Free Range Peacock

Discussion in 'Peafowl' started by guardian4flock, Nov 6, 2016.

  1. guardian4flock

    guardian4flock New Egg

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    Nov 6, 2016
    I am new here, but am hoping and praying someone can help. We have a flock of rescued mixed birds- got our first rooster when Johnson County Animal Control raided a cock-fighting ring and the flock has just grown from there. Last year, a friend of mine who is an officer in Tennessee reached out to me to take in a bunch of very ill peachicks. Their previous owners were an elderly couple whom I think just got in over their heads with their animals as their entire farm was just in deplorable shape. The birds we helped round up and then take in were in very poor condition- open wounds, misshapen feet, feet that were just caked in concrete balls of excrement, no feathers on their backs- just scabs and bloody wounds... really a mess. From the 24 birds we took in, unfortunately, only 14 survived, with my vet humanely euthanizing 2 of them and the others just too weak to respond to all of our care. Fast-forward 2 years- and the 14 that survived are doing phenomenally! They are strong and healthy and have sense been joined by a pair of older peacocks (full train on the male this summer). We live out in the country on 10 acres and have been letting them free range for over a year now along with the rest of our eclectic group of a pair of turkey, a few chicken, a couple of duck, guinea and a silky roo. They all pen up great at night and have done fantastically enjoying all the freedom and space. However, unfortunately, recently, our peacock have decided they enjoy wondering onto our neighbors property. She has goats and cats and I am sure they are finding something yummy to munch on there that they like. Neighbor is less than thrilled and today, I came home from a play at my daughter's school to find that she had called the local police department as she was "in fear of her life" when she encountered one of the young peahens in her front yard. Obviously they are gentle birds and more flighty than anything, so I was more frustrated than concerned. But this brings me to my questions- 1) is there a way to keep peacocks on your own property and still permit free range? and 2) I am assuming the answer to #1 is no, so what then is the best type of construction for a pen and how large should it be- height, length and width. We have 10 acres, so plenty of room. I just want to do right by these sweet, beautiful birds. Thank you so very much in advance, especially to anyone patient enough to read all of this.
     
  2. KsKingBee

    KsKingBee Overrun With Chickens

    For 14 grown peas you are going to need a large flight pen, most people will tell you 100 sq ft per bird but that is a minimum. To avoid overcrowding and the problems with disease etc., I would build a 50 x 50 flight pen and make a small three sided coop or open roof for them to get out of the sun. Check out 3 T Products for 2" heavy knotted netting for the top and use 2 x 4 welded wire for the walls. Make perches with 2 x 4 flat for them to roost on at least four foot off the ground but not too high unless they have lots of room to glide down.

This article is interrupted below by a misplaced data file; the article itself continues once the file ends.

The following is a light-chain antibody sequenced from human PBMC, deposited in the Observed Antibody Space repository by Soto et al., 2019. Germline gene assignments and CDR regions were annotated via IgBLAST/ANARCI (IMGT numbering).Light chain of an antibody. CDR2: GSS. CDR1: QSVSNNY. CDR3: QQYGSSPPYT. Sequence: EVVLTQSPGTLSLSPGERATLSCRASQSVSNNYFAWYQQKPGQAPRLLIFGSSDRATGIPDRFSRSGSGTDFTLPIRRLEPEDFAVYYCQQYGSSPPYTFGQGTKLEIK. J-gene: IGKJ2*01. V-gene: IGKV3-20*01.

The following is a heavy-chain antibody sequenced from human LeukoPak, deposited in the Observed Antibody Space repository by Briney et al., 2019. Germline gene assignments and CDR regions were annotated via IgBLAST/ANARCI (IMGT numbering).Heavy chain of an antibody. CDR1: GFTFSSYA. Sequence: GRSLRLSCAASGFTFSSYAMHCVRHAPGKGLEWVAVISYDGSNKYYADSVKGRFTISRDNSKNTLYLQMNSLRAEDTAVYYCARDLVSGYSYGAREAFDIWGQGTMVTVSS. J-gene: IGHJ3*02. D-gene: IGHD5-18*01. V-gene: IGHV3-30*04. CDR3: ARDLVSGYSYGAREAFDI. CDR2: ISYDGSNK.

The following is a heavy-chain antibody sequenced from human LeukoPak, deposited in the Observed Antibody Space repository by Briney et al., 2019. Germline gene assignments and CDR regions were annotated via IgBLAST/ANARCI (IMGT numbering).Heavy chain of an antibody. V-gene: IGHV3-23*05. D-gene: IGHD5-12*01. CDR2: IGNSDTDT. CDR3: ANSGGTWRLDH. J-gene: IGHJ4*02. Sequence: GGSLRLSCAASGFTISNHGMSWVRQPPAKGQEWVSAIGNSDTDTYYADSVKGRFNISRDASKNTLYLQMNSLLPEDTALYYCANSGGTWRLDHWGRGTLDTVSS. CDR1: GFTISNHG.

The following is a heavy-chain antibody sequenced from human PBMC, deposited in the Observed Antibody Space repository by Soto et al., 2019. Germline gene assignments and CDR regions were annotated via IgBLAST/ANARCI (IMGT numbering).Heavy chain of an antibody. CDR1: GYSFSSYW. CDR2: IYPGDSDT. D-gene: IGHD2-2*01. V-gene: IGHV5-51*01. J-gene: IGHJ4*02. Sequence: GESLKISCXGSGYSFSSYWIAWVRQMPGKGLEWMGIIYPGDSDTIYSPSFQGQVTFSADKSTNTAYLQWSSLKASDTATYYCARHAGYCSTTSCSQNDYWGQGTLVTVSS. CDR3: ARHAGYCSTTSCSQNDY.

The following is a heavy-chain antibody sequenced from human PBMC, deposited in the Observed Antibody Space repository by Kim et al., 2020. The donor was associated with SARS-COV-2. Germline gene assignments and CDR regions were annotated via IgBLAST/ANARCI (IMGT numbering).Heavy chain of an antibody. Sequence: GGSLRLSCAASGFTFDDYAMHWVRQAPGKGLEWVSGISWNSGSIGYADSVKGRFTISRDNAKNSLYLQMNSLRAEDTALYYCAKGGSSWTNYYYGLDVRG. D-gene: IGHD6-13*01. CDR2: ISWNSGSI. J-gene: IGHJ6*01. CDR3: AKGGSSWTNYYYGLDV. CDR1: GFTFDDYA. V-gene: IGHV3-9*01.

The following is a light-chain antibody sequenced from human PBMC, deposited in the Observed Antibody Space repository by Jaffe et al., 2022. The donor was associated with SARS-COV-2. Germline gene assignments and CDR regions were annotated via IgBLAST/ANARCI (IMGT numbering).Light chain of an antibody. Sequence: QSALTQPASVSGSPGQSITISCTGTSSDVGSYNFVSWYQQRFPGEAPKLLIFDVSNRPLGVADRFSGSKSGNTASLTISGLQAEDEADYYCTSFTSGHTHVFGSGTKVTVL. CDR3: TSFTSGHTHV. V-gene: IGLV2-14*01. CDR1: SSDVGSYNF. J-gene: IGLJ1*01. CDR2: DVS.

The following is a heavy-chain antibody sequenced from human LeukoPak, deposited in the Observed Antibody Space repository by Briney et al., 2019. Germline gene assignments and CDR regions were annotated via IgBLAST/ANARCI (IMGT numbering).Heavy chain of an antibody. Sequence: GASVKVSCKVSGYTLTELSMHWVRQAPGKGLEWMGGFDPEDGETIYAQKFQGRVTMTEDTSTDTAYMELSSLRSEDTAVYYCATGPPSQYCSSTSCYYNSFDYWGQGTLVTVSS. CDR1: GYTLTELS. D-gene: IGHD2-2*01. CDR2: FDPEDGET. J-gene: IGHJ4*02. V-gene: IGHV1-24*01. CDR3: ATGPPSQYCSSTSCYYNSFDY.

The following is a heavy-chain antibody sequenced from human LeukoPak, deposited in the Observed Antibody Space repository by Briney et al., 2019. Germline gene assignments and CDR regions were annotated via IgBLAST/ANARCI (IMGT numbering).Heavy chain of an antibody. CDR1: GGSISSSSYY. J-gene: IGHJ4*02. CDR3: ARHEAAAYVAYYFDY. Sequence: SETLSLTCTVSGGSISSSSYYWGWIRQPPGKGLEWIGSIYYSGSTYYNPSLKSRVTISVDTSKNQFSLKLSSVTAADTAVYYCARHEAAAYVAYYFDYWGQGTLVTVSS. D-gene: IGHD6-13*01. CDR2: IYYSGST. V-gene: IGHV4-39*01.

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  3. guardian4flock

    guardian4flock New Egg

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    Nov 6, 2016
    Thank you so much KsKingBee for taking the time to reply! Your pen is AMAZING!! I have hired a contractor and we are making plans now <3 I think it will be great! Please tell me if this type of netting is good:
    https://www.networld-sports.com/baseball-nets-50ft.html

    How tall should it be? I know mine love to be on top of the barn roof and the house and high up in the trees, so I assume they will prefer a very high flight pen?

    Thank you again, truly <3

    God Bless,
    Alice
     
  4. KsKingBee

    KsKingBee Overrun With Chickens

    No, this stuff http://www.3tproducts.com/shop/pc/viewCategories.asp?idCategory=21

    My sidewalls are seven foot high and the center wall is ten foot tall. That is three foot for the metal and four foot for the wire along the outside walls. The perches are at six foot and the small ones are almost five foot high.

    Don't make the perches too tall, the bird should have at least three foot of glide space per foot in height.
     
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  5. guardian4flock

    guardian4flock New Egg

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    Nov 6, 2016
    Perfect! and what type of wire are you using under the netting to suspend it?
     
  6. KsKingBee

    KsKingBee Overrun With Chickens

    Some 1/8 inch cording you probably can't find easily or at a reasonable cost, Kevlar. You can use parachute cord, tie it on one post on the opposite side and tie it on the other side so you can retighten it.
     
    1 person likes this.

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